Monday, June 26, 2006

C++ is Dying

C++ is dying.

It is complex, tricky, and unforgiving. It lacks rich standard libraries. It is slow for development. It is spoiled by M$ with COM and MFC. It is pushed away from many application domains by Java and C#.

But none of this is the reason for C++ to die. We C++ programmers learned to tackle this, we were never scared away by the difficulties and learned to love the challenges of the C++.

C++ is languishing because C++ programmers lack refactoring support.

With little refactoring tools, people do little refactoring. The code degrades, and as C++ code is not easy to write, it often putrefies faster then grows. Like a beast with low immunity to code bacterias, allergic to anti-biotics, it smells, stinks, decays and eventually dies before it grows to full size.

After first release a corpse of C++ application is left to decompose. Working effectively with a dead body of legacy C++ code is frustrating, and every look to a newest Eclipse, ReSharper or VS.NET for C#, leaves bitter jealousy.

C++ as a language is going to hold the ground in some domains.
But C++ applications without refactoring will smell, then stink, then rot, decay and spoil any programmer who comes in contact with them. C++ developers face a tough choice: stay with crappy legacy or take off from C++. Those who are fascinated with new ideas of evolutionary design, merciless refactoring and aesthetics of clean code are tempted to leave for platforms where code quality is more appreciated. Those who don't care about clean code, stay to patch and band their C++ legacy applications, compromising C++ reputation even further.
This vicious cycle is killing C++.

C++ is dying, and it has nothing much to do with technology. Like everything in software, it is about the people. C++ is loosing good programmers. When good programmers are gone, C++ is dead.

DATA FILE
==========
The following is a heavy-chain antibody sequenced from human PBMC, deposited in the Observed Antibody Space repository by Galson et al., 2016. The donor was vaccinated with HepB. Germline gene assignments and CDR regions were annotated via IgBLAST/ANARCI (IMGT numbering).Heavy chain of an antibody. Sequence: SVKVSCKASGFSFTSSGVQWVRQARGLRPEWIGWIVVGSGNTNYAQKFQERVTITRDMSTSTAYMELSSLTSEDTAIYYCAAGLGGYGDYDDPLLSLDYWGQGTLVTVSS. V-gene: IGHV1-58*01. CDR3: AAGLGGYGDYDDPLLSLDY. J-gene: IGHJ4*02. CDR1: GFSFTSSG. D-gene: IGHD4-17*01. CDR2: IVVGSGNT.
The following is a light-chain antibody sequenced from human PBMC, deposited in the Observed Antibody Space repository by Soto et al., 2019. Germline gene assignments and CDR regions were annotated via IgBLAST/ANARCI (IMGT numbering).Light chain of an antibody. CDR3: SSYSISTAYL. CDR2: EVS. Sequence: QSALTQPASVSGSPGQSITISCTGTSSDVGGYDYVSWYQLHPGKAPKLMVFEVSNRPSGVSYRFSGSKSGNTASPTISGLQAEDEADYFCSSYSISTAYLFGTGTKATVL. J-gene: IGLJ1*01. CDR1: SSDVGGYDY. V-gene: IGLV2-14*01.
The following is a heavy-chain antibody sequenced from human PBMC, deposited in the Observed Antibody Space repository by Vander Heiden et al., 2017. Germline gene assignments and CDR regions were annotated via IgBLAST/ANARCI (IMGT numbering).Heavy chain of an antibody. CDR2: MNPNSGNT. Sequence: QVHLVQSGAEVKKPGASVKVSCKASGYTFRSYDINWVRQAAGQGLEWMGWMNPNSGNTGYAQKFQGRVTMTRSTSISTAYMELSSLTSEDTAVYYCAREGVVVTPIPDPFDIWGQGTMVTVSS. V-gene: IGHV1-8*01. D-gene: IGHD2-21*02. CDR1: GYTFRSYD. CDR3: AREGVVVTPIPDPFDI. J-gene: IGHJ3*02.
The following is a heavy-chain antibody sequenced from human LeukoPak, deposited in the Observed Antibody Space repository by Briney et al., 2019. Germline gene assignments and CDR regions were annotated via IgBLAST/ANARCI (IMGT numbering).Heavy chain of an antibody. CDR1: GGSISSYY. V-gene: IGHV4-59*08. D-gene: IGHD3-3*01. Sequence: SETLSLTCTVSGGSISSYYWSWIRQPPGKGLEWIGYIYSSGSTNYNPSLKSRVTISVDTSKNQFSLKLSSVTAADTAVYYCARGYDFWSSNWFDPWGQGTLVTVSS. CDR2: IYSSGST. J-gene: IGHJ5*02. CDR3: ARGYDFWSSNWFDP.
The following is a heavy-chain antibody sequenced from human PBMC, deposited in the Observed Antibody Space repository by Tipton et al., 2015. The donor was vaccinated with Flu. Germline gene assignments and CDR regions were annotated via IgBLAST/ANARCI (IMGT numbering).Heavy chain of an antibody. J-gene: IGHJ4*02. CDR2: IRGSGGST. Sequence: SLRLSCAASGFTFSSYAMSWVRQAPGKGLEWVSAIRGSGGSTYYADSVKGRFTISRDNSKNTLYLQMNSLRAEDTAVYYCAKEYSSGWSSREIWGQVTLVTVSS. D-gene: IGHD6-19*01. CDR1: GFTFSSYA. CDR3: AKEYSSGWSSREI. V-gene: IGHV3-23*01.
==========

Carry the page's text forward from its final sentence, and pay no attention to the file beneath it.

AddThis Social Bookmark Button


At 2/22/2008 11:48:00 AM , Anonymous Krishna said...

Although I am reading your post long after you wrote it, I could not agree more.
Lack of refactoring puts C++ developers and consequently C++ language itself in a very tight spot.

At 12/11/2008 02:33:00 PM , Blogger Brangus Weir said...

I think your points are valid, and it's a darn shame. C++ is my favorite language, but I've encountered some really hideous code. Last Summer, I refactored a 110K line application down to less than 35K lines, and I added functionality too!

But I also feel that a lot of the problem has to do with young programmers who have never had to write on an 8-bit machine with only 4KB of RAM.

They are just wastefull with time and memory. How often have you seen this ugly idiom:

for (int n=0; n < strlen(s); n++)

It's all to common today regardless of language, and programmers who write that stuff are often bad with the garbage collection that C++ requires of a dsciplined programmer.

Question though:
Do you think there is a healthy market for talented C++ programmers to maintain legacy code ?

At 12/13/2008 11:19:00 PM , Blogger Dmitri Zimin(e) said...

Do you think there is a healthy market for talented C++ programmers to maintain legacy code ?
There is a huge market indeed. I won't call it healthy taking the average health of legacy C++ code into account.
And to the surprise of many, there is still ample new C++ development. However it is localized to certain domains (e.g. shrink-wrapped system development) and certain geographic areas (e.g. Silicon valley).


Post a Comment

<< Home